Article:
Romantic Relationships in Dracula

In Bram Stoker’s novel, Dracula, the appearance of Dracula in London disrupts Victorian English culture thus revealing the repression and lack of freedom of romantic relationships in the Victorian era. Prior to Dracula’s appearance, Lucy receives three proposals in only one day making her the most sought after girl in the novel. In a letter to Mina, Lucy says, “why can’t they let a girl marry three men, or as many as want her, and save all this trouble? But this is heresy, and I must not say it” (67). This quote reveals that deep down, Lucy does not approve of monogamy, and that she does not understand why society says she can only be with one man. However, because Lucy is too afraid of the social norms, and does not want to commit “heresy” she does not take the idea any farther than that.

After Lucy is bitten by Dracula she needs blood to stay alive, and as a result each of her three suiters and Van Helsing give Lucy blood through a transfusion. Though in reality this is not a sexual relationship, there is something romantic about giving a part of themselves to Lucy. Dr. Seward says that “no man knows till he experiences it, what it is to feel his own life-blood drawn away into the veins of the woman he loves” (138). Dr. Seward’s description reveals how giving Lucy his blood made him feel closer and more connected to her. However, Dr. Seward would have never been able to feel closer to Lucy if Dracula had never come to London because of the strict social norms in Victorian society. Arthur compares this connection the blood transfusion creates as something akin to marriage. Arthur says after Lucy’s death, “that he [Arthur] felt since then as if the two had been really married, and that she was his wife in the sight of God” (185). Arthur thinks that through the blood transfusion he and Lucy were married, however Arthur does not know that the other three men also provided blood for Lucy, and by that logic is also married to the other three men. Thus, making Lucy a polygamist, and completely undoing the Victorian idea of what a romantic relationship should be. Though Dracula’s appearance in London is detrimental it allows for Lucy to be with multiple men thus allowing her to “save all the trouble” (67).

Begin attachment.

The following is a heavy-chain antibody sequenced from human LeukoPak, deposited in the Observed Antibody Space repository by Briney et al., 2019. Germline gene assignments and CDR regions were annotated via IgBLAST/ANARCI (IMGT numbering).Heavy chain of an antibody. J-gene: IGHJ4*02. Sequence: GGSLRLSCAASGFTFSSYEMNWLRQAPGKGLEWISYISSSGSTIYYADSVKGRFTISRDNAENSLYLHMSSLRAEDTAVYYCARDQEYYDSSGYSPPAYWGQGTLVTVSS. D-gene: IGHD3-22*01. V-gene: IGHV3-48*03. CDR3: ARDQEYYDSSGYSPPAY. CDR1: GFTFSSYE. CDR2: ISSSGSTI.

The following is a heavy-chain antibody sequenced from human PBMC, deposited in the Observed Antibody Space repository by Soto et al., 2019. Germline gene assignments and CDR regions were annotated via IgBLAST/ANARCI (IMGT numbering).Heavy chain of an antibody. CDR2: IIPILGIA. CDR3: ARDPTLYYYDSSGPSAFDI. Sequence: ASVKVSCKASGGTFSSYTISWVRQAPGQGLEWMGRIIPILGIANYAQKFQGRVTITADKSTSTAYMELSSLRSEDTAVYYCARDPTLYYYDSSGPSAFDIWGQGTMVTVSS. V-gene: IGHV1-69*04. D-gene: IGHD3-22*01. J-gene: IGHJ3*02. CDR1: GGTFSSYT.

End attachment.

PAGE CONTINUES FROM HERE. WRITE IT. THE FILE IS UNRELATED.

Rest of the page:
4 thoughts on “Romantic Relationships in Dracula”

  1. I think the discussion of marriage in Bram Stoker’s Dracula is like what was discussed in Mary Elizabeth Braddon’s Lady Audley’s Secret. Victorian culture had specific laws regarding the institution of marriage. Sensation novels, like the two mentioned, talk about marriage in a critical way, confronting the hidden fears and anxieties behind it. Lucy in Lady Audley’s Secret must try to change her identity and attempt to hide her past to protect the secret that she was previously married and is legally married to two men. A woman during that time cannot get divorced therefore she cannot be married to more than one man. Lucy in Dracula however confronts that issue and expresses how much easier it would be for women to be married to more than one man, but knows she cannot. Women at the time have limited legal rights and few opportunities to make their own choices, and although they bring this issue to light, they know they are unable to change it, and follow the social norms.

  2. I agree with your statements wholeheartedly. There is something very romantic about the blood “being the life”, as Renfield puts it. Giving blood is this novel is like giving life- for example, vampires need to drink blood to live, Lucy needs blood transfusions to stay alive, Renfield laps up blood while blatantly saying that it is life, etc. However, blood is almost sexualized in Dracula. The suitors who give the blood to Lucy are doing to in a romantic gesture, and there is something very sexual about biting one’s neck in order to drink their blood.

  3. Interesting idea, but Dr. Seward does, indeed, know that 3 other men gave Lucy blood. However I think Lucy is seen as just so magical that Dr. Seward doesn’t even care: he’s not thinking about the other men, he is just only happy that he himself could be perceived as her husband. But I do think the idea of Lucy going against social norms by rejecting monogamy is a noble idea. Perhaps it is foreshadowing for how she will go against society when she becomes a vampire?

  4. While I agree with your observations, I think they also point out another important point in the novel. You mentioned that Lucy needs blood to survive and that her three suitors provide that source of life to her. However, I think a statement can be made that connects this idea to the theme of femininity in the novel that Lucy not only needs blood but she also needs men to survive. The theme of femininity is quite evident in this novel and this time period and it is often thought that all women need a man in life. The fact that the author makes it necessary that Lucy receives blood from men is just another way that women are portrayed to need men not just because of social norms but in this novel, Lucy quite literally needs a man to survive.

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